It’s true that some people get a purebred dog because of a movie or a starlet makes a dog her latest fashion accessory. I would ask that you carefully examine who it is that sells a dog to such a person. I venture to guess it’s the same breeder who thinks it’s a good idea to breed a Labrador with a Poodle. The responsible breeder, usually someone involved in their breed club and attends their functions, spends countless man hours studying pedigrees to find a sound and complimentary match to their dog. To this person, breeding to an unsound dog, let alone a dog of ANOTHER BREED is unfathomable. This means that the only people breeding two different breeds together are likely people who don’t give a whit about health clearances, type, soundness, structure – all those things that make a dog PREDICTABLE. Logic says this leaves only unsound dogs from two different breeds being used in to create designer breeds and being unable to duplicate that exact same look in subsequent breedings. Your objection to being lumped into the same category as animal rights zealots is understandable. But in suggesting that the only reason to want a purebred dog is to meet a fashion trend, haven’t you done the same thing to breeders?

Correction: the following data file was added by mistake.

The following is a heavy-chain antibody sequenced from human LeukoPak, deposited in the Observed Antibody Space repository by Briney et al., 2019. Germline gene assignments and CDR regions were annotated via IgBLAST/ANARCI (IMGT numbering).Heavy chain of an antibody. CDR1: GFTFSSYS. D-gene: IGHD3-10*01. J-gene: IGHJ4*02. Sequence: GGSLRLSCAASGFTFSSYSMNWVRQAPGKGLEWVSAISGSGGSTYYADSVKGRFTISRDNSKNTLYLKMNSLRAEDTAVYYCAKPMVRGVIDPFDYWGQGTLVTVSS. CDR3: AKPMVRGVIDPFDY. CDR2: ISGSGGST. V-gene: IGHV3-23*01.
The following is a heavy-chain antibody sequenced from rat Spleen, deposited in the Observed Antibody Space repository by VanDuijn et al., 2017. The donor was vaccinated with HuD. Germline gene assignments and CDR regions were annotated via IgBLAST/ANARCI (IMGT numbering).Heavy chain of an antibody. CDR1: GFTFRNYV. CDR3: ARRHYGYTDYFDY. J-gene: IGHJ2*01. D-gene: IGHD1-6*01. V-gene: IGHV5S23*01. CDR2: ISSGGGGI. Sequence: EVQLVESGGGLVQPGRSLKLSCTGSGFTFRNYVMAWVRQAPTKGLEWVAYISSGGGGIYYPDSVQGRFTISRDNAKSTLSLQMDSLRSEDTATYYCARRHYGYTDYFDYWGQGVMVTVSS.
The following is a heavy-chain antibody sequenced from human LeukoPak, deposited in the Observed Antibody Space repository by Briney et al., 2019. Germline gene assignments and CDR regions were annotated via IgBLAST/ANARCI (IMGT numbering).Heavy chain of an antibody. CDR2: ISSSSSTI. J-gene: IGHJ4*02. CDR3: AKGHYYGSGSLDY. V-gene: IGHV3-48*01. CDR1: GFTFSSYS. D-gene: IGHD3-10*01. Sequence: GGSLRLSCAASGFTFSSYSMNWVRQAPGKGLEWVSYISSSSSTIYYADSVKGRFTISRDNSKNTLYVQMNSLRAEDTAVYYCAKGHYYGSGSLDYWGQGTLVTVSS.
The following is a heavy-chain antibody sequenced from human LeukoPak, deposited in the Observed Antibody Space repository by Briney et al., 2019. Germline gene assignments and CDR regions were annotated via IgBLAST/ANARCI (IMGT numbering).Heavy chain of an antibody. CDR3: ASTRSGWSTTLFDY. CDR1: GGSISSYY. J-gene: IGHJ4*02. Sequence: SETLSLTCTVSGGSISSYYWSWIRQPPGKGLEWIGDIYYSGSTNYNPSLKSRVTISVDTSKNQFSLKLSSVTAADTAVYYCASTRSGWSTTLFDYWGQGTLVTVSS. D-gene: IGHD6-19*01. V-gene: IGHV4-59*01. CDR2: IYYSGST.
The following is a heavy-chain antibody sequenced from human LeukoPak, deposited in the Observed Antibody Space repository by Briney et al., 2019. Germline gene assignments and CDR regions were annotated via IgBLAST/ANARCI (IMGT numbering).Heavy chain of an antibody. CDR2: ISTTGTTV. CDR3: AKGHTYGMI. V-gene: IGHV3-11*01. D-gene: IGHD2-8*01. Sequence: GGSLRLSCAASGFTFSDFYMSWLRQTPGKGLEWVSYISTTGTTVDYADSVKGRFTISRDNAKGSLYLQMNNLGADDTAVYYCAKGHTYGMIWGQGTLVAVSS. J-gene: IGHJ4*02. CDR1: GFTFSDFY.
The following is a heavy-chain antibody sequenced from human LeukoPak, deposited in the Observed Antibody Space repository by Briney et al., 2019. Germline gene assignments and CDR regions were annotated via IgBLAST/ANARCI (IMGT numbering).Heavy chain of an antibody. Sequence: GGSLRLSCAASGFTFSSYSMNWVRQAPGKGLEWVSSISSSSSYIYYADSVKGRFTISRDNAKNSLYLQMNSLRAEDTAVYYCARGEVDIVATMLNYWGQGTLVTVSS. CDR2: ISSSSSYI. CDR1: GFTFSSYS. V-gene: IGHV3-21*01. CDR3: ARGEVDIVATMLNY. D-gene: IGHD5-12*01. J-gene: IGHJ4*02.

It is clear that there are misconceptions on both sides of this debate.

    It’s been said that England and America are two countries divided by a common language. I’m struck this debate isn’t so different from that quip. Put another way, rescuers and breeders are two groups divided by a common devotion to cats and dogs. As in most things, education is key. Let’s keep the dialogue going.